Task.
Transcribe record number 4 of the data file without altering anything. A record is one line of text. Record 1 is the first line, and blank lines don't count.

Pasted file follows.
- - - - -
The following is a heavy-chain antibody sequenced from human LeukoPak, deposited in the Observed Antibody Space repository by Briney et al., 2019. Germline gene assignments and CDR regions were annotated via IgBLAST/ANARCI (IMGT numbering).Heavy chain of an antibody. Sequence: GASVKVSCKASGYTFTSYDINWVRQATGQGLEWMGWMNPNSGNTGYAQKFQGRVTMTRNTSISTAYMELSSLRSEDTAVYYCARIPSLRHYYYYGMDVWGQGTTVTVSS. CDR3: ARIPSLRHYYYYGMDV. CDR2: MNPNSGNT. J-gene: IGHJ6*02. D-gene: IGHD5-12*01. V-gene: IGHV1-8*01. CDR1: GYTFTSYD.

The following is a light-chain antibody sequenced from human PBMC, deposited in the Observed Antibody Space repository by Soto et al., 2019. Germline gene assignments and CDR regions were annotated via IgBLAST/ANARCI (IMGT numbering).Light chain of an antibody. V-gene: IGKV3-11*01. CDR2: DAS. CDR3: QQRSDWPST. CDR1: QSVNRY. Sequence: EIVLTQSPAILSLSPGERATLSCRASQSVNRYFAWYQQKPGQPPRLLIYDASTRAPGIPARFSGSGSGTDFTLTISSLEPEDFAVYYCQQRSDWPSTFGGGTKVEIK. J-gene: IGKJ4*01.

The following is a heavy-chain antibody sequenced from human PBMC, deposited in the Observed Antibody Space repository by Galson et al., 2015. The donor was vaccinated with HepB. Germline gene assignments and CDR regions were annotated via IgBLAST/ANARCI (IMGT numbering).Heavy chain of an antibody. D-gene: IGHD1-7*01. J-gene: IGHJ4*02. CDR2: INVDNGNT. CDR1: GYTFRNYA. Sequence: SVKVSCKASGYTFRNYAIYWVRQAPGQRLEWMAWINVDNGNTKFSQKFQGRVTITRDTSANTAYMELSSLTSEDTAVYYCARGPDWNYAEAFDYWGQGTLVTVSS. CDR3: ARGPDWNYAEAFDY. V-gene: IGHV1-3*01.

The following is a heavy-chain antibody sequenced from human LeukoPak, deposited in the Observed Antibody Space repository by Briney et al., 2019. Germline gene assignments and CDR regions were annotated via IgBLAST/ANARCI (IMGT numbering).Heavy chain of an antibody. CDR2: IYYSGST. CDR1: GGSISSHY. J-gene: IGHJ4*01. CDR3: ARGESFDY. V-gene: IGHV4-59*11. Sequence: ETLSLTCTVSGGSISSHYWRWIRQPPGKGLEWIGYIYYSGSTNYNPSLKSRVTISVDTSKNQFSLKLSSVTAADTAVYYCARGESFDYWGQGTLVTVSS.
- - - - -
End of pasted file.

The following is a heavy-chain antibody sequenced from human LeukoPak, deposited in the Observed Antibody Space repository by Briney et al., 2019. Germline gene assignments and CDR regions were annotated via IgBLAST/ANARCI (IMGT numbering).Heavy chain of an antibody. CDR2: IYYSGST. CDR1: GGSISSHY. J-gene: IGHJ4*01. CDR3: ARGESFDY. V-gene: IGHV4-59*11. Sequence: ETLSLTCTVSGGSISSHYWRWIRQPPGKGLEWIGYIYYSGSTNYNPSLKSRVTISVDTSKNQFSLKLSSVTAADTAVYYCARGESFDYWGQGTLVTVSS.